What Do You Need To Know When Buying Land To Build A House On?

By supporting your decision with good research, you can ensure you’re purchasing the right block of land for your needs and hopefully avoid any costly surprises down the track. Not sure what to look for when buying land to build a house? Here, we walk you through the key steps to buying a block of land. Big or small, urban or regional, buying land is all about finding the right plot for your future lifestyle. Waterford makes the process of buying land easily.

What Are The Advantages Of Buying Land And Building?

Done right, with expert loan advice, buying land and building can have huge benefits. For a start, you get to live in a home that’s purpose-built to your needs in an area you love. You also get to enjoy the lovely, brand newness of your home without ‘wear and tear’ from previous dwellers.

Buying land and building also brings financial advantages:

  • When you choose the right area and land, the value of your home is more likely to grow substantially over time.
  • You may be eligible for more government grants than when you buy an existing home.
  • The amounts you borrow are initially less because they are staged by completion. The most common stages of completion are land purchase, pad (floor), roof, lockup and completion. You draw down the amount needed from your loan at each stage rather than one big amount when buying an existing home.

How Do I Choose The Right Block Of Land?

what do you need to know when buying land to build a house on (3)Check The Area Has What You Need.

Living in an area, you love one of the huge benefits of buying land and building. At first glance, you may be attracted to proximity to the beach or a beautiful view. However, consider the following to ensure you make the best purchase decision:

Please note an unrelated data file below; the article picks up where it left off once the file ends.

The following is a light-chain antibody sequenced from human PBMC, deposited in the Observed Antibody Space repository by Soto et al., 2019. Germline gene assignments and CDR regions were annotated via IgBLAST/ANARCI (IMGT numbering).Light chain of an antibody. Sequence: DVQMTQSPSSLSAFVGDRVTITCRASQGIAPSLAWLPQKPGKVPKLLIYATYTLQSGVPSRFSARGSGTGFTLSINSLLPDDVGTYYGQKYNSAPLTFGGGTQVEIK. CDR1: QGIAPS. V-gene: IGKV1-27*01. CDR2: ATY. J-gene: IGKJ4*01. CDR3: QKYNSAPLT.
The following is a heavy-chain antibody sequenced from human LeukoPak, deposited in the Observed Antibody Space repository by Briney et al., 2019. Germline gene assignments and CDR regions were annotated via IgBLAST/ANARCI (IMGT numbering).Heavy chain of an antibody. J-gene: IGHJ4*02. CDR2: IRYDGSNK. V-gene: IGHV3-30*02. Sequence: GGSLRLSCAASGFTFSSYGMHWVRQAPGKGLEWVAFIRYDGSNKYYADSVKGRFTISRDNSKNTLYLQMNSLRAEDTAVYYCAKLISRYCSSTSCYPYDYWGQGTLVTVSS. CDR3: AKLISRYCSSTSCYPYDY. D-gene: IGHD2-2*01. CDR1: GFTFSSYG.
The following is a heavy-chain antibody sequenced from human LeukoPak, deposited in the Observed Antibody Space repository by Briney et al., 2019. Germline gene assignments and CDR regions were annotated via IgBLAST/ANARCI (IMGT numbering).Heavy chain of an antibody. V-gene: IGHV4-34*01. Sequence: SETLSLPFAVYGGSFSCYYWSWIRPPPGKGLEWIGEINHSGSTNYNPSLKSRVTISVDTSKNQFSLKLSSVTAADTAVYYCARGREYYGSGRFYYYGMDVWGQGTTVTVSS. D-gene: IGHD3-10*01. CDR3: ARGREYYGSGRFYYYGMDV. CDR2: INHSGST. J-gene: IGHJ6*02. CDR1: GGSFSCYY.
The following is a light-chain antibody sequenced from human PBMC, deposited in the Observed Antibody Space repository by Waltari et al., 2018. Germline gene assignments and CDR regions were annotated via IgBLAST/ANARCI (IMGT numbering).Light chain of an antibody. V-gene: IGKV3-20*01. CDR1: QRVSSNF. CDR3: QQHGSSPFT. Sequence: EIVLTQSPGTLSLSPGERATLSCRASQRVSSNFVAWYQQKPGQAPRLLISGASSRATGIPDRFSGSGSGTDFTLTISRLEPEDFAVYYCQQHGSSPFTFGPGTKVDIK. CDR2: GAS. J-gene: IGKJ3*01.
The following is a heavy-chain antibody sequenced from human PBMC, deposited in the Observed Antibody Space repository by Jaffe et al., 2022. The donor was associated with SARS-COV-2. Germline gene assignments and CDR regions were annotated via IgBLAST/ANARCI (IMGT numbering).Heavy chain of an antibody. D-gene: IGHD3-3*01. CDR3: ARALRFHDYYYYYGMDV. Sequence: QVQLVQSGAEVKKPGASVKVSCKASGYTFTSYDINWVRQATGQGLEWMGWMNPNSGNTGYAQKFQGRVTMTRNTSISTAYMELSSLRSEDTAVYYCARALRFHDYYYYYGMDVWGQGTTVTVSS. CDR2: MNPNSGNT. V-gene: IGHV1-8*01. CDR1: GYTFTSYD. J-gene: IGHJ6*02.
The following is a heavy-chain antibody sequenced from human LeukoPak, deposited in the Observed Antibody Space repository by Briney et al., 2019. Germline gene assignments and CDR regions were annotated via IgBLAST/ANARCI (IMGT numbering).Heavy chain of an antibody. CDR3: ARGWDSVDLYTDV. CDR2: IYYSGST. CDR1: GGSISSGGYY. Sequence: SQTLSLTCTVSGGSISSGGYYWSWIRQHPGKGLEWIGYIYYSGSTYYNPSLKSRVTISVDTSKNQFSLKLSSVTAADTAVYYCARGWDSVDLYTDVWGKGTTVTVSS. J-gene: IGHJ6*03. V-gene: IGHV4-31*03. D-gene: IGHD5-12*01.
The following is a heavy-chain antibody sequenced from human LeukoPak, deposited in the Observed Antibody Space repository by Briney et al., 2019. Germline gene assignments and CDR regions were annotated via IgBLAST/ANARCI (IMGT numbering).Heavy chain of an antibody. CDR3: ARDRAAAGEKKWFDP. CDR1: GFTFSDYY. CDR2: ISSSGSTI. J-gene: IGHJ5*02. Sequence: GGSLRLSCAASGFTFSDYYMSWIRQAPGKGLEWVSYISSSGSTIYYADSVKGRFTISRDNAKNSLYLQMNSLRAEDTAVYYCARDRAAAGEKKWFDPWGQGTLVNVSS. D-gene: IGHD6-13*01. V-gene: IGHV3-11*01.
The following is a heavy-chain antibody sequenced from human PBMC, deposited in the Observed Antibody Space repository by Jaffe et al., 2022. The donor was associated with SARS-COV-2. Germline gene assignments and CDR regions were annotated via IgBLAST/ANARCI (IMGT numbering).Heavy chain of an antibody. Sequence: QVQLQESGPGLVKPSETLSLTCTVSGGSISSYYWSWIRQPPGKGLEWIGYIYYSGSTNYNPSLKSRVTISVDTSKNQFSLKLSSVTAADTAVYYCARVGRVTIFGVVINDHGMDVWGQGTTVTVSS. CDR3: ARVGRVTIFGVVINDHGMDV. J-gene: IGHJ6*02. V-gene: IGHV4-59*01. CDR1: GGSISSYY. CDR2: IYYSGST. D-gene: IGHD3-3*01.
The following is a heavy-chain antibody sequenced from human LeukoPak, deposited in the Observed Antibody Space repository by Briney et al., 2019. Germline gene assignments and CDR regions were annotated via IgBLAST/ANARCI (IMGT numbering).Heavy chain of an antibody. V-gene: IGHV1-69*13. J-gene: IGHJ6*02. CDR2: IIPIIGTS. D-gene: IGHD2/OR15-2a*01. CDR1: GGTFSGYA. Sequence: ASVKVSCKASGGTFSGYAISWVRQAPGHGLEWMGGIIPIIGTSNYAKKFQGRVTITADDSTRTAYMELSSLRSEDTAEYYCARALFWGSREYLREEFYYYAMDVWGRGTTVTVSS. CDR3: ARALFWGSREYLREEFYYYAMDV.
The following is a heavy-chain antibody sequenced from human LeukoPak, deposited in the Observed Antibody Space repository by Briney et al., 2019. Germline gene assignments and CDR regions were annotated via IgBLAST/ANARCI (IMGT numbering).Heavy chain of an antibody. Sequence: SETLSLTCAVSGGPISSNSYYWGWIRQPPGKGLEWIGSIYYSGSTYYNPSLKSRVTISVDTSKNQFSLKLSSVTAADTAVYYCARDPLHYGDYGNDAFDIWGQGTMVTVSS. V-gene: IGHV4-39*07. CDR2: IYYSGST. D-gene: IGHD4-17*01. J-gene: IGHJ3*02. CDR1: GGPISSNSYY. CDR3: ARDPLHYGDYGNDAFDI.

• Services
    • What services will you need now and in the future? Check if the area has adequate child care, schools, medical services, shopping and public transport. If you’re buying in a brand new area, find out when these essential services will become available? Are access to their roads going in and out?
  • Zoning
    • What type of constructions are allowed in the area? Is it a general residential zone, or will there be higher density or large lot residential constructions down the track? It’s important to check to zone because the general personality of the area may change significantly in the future. It’s also important to be clear on the zoning restrictions if you’re looking to increase the value of your assets by subdividing or building a granny flat. Could your current view be built out by high rise buildings?

Understand The Lay Of The Land

Apart from the size of the block, it is important to consider the terrain of the block:

  • Tree removal can be very costly. Maybe restrictions on how many and which trees you can remove.
  • Slope–a building can be more complex and expensive on a sloping block. Levelling out a block (if it’s even possible) excavation can add a lot to your construction costs.
  • Rocks – what’s the land made up of? Lots of rock in the ground may add to your costs, requires more excavation.
  • Forces of nature – in the area in a high fire zone? Is it prone to flooding? Important to know this because it may create challenges for getting home insurance down the track.

Do I Have To Pay Stamp Duty?

If you buy land, then build a home later, stamp duty is payable on the land’s purchase price. In this scenario, your builder starts construction when settlement occurs, and the land is in your name. Try to arrange for settlement to happen simultaneously as the Council approves building plans. This will help minimise your borrowing costs. If you don’t want to make any repayments until your new home is built, you can ask for a price ‘on completion’. In this scenario, the builder purchases the land and borrows money to cover building costs. The builder recoups costs once your loan comes into effect.